SNN (ScrollingNetworkNews) ✿ ✿ Our Mel and Sydney returned to their nesting box with plenty of bonding occurring..but after 2.5 months of Sydney in the box from Dec 2013 to mid Feb 2014, the lack of prey gifts from Mel ( perhaps due to the severe and historic drought underway in California)and they have forgone the nesting process this year as many other raptors ✿ Compared to other owls of similar size, the Barn Owl has a much higher metabolic rate, requiring relatively more food. Pound for pound, Barn Owls consume more rodents – often regarded as pests by humans – than possibly any other creature. ✿ We remind viewers that sometimes owlets may not survive - the parents will dispose of things in "The Owl Way" -viewer discretion is advised, this is nature and the "Owl way". ✿ ~ ✿ “Animals, like us, are living souls. They are not things. They are not objects. Neither are they human. Yet they mourn. They love. They dance. They suffer. They know the peaks and chasms of being.” ― Gary Kowalski, The Souls of Animals ✿ Each species is a masterpiece, a creation assembled with extreme care and genius." ~ E.O. Wilson

Wednesday, November 7, 2012


The giraffe weevil
(Trachelophorus giraffa) is a weevil endemic to Madagascar.
 It derives its name from an extended neck much like that of the common giraffe. Most of the body is black with distinctive red elytra covering the flying wings. The total body length of the males is just under an inch, among the longest for any Attelabid species.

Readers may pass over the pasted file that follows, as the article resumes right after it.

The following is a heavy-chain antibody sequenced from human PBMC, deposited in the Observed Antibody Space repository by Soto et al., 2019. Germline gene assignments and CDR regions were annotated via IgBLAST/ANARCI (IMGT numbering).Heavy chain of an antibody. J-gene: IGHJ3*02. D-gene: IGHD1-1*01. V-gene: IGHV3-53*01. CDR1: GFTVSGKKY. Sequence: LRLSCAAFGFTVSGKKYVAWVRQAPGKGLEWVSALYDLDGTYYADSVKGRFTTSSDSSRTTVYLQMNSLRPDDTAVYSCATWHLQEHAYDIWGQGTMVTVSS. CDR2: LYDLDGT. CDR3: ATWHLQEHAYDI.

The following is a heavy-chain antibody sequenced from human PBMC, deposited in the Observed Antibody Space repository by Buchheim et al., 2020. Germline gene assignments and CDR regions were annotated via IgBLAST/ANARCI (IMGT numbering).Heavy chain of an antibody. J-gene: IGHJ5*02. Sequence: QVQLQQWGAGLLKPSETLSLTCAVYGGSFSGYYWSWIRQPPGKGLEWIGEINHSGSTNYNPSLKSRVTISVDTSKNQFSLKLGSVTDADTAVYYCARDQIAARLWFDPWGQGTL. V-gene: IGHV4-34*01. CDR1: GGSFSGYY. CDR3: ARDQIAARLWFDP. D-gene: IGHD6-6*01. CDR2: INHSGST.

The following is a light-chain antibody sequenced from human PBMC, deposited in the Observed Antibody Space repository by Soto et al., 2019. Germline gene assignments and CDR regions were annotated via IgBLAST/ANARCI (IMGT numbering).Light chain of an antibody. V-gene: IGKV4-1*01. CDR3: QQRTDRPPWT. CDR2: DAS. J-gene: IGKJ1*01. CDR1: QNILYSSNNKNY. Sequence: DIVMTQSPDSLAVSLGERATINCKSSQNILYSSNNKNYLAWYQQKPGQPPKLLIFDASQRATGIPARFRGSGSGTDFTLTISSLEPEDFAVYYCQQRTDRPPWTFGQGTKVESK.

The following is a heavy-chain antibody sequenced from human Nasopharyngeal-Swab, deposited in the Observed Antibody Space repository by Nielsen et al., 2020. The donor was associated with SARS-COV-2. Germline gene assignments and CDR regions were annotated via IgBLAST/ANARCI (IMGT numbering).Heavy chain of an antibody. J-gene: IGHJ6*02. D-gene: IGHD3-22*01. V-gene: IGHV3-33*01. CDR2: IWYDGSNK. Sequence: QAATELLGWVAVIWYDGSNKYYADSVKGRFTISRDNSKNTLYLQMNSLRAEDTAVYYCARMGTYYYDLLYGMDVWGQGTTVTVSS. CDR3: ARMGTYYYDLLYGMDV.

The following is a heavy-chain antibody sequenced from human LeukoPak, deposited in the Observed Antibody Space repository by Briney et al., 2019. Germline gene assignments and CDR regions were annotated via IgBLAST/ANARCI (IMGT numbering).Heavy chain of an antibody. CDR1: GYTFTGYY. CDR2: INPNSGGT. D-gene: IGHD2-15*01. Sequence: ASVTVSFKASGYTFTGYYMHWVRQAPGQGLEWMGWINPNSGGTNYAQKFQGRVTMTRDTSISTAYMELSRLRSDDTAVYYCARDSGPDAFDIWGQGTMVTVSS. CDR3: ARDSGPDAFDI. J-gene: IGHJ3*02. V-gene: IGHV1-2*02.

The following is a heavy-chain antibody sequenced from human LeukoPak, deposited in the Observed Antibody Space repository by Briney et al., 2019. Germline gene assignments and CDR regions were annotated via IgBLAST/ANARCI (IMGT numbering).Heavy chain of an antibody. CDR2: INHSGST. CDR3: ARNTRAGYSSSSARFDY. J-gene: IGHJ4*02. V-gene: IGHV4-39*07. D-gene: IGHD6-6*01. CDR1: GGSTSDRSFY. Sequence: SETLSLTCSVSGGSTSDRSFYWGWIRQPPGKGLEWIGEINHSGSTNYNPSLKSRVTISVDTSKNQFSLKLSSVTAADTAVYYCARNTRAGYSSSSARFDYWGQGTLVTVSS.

The extended neck is an adaptation that assists in nest building and fighting. When it comes time to breed, the mother-to-be will roll and secure a leaf of the host plant, Dichaetanthera cordifolia and Dichaetanthera arborea (a small tree in the family Melastomataceae), and then lay a single egg within the tube.
She will then snip the roll from the remaining leaf in preparation of the egg hatching.

The New Zealand giraffe beetle, sometimes referred to as Lasiorhyncus barbicornis is a straight-snouted weevil of the family Brentidae, endemic to New Zealand.
Its Māori name, tuwhaipapa, derives from the Māori god of newly made canoes.

The beetles display sexual dimorphism; males having a long protrusion on the head with antennae at the end, while females have a reduced protrusion with antennae about halfway along.